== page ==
By: Andrew Metcalfe (@drewmet_FF)
Is it Time to Rebuild?
We are nearly halfway through the 2021 Fantasy Football regular season (I can’t believe it either!), so now is the time to take a hard look at your Dynasty roster. If you are one or two pieces away from making a push for the title, then go for it! But some of us are forced to give up hope for our teams this season, meaning it’s time for the infamous “Rebuild”.
Going into a Dynasty “rebuild” entails trading off older players for youth and future rookie picks. This also leads to your team performing worse for the remainder of the season and ensures that you secure an early rookie draft position, giving you a better chance to draft high quality rookies that could turn things around for your squad. Below, I’ll discuss a few options that you should consider if you are filing it in for 2021. These players likely won’t do much for you this season, but have major potential for future production and won’t cost you much, if anything, today.
Cole Kmet, Chicago Bears TE
Everyone wants a member of the “Big 3” Tight Ends for fantasy (Travis Kelce, Darren Waller, George Kittle) and there has been plenty of hype around up-and-comers like Noah Fant and TJ Hockenson. Eventually, the top of the TE landscape is going to shift due to guys getting older. One young tight end that doesn’t get talked about enough is Cole Kmet.
Kmet was a second-round rookie pick by the Chicago Bears last season. He was the only tight end drafted within the first two rounds and has the highest NFL.COM prospect grade of the class (a film grade assigned to each incoming rookie that has a solid track record in predicting success). Sitting behind Jimmy Graham for most of his rookie season, Kmet came on strong towards the end of the year with six targets or more in 4 out of the last 5 games.
Coming into 2021, most were surprised that the team kept Jimmy Graham and his $7 million 2021 cap hit on the roster. It caused some concern that he would hold Kmet back for another year, but Cole has operated as the teams’ lead TE every week so far. In the last four weeks, he’s played 80%+ of snaps and been a focal point on the offense along with Allen Robinson and Darnell Mooney. His lack of fantasy production is due to the struggles of the offense, as a whole.
Through six weeks, Chicago has scored the third-fewest points on the season and is bottom five in third-point conversion percentage. While I don’t expect them to become an offensive juggernaut this year, they should end up as a near-average offense once David Montgomery returns and Justin Fields gets more acquainted with the system. Kmet has a 16.6% target share on the season, which is the tenth highest among tight ends. If he can maintain that while the offense improves, he will find himself in the TE1 conversation sooner than later.
Miles Sanders, Philadelphia Eagles RB
Each of the top three running backs from the 2019 class (David Montgomery, Miles Sanders, Josh Jacobs) have had roller coaster starts to their careers. They’ve seen highs and lows in fantasy value over their first 2+ seasons, but Miles Sanders is the biggest question mark right now.
The Eagles released running backs Jordan Howard and Kerryon Johnson shortly before the season, which helped clear a path for Sanders to see a boost in touches. With only Boston Scott and fifth-round rookie Kenneth Gainwell to compete with, I thought Sanders would be a huge value in drafts. Instead, it turns out that new head coach Nick Sirianni is not a fan of running the ball. The Eagles are bottom four in rush attempts per game this season and Sanders has seen double-digit carries only once since Week 2.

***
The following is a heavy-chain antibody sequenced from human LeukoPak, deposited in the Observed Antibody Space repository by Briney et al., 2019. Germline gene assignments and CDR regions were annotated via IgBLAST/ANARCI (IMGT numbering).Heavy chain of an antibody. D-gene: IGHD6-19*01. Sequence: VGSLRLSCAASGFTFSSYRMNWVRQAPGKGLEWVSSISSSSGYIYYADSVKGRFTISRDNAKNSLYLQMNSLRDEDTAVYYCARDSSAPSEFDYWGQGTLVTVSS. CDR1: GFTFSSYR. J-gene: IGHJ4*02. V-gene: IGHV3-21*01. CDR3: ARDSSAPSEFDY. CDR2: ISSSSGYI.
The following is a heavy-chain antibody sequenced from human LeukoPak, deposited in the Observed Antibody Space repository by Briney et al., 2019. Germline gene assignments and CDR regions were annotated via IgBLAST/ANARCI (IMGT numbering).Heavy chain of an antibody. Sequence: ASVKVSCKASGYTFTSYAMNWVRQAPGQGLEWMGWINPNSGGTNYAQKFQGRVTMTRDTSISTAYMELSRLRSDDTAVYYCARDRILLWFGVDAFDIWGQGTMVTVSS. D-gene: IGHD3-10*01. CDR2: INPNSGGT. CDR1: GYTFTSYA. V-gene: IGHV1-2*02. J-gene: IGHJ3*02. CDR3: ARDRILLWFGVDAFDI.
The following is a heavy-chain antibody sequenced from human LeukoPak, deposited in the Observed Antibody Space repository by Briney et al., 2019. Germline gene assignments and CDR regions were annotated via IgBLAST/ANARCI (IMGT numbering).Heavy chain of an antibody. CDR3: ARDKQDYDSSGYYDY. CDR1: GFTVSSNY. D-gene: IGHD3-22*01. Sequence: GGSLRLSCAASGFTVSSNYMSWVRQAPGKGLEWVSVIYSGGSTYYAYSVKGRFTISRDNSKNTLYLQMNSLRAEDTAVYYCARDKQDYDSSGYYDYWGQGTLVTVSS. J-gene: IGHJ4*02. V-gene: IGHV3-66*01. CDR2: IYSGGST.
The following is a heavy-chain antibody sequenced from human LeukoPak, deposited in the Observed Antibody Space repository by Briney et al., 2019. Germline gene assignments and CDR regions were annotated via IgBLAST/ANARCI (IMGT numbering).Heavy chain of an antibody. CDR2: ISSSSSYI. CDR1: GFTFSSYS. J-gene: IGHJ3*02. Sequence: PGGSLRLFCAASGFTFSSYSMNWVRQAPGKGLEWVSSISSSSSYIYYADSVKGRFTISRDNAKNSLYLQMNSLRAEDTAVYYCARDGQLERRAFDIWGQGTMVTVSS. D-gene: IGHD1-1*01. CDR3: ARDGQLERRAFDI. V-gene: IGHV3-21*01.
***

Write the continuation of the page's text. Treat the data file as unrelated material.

Sanders still looks like the dynamic runner that we know him to be with the fifth-most breakaway runs (15+ yards), eleventh-most yards created per touch (credit: PlayerProfiler), and a healthy 4.7 yards per carry on the season. He has also been targeted often as a receiver, as his 23 targets rank eleventh among all running backs. The problem is a lack of balance on offense. This is something that must be fixed or Sirianni won’t last long. Sanders is still young enough at 24 years old, that a rebuilding team can acquire him while his value is at an all-time low and wait for his situation to improve. Whether that’s a change in philosophy, coach, or team once he becomes a free agent after the 2022 season. Better days are ahead for Miles Sanders.
Quintez Cephus, Detroit Lions WR
This one is more of a “deep stash” player since he’s probably on waivers in your league, but Quintez Cephus is someone we shouldn’t forget about. It was devastating to see his second year cut short when he broke his collarbone in Week 5, sending him to season-ending IR. I’m sure that many fantasy managers were quick to drop him and move on, but a rebuilding team should consider picking him up and holding him.
No one wanted anything to do with the Lions’ wide receiver group, heading into the season. There was some buzz around their rookie Amon-Ra St. Brown, but the overall stench of a Jared Goff-led Detroit offense turned many folks off completely. Six weeks into the season, the doubts have been justified as Goff has looked awful over the last few games. Cephus was one of the few bright spots on the team and began to emerge as a legit receiving option for Goff. He saw 13 targets in the first two weeks and put up 83 yards against the Bears in his last full game which was in Week 4.
We can’t say for sure that Cephus was on his way to a breakout, but he sure looked the part of the Detroit WR#1 for most of the season. Currently rostered in just 10-percent of Sleeper leagues, there is a good chance you can pick up Cephus off waivers and stash him in an IR spot. His collarbone isn’t anything to worry about long-term and he will likely be 100% healthy for the start of camp in 2022.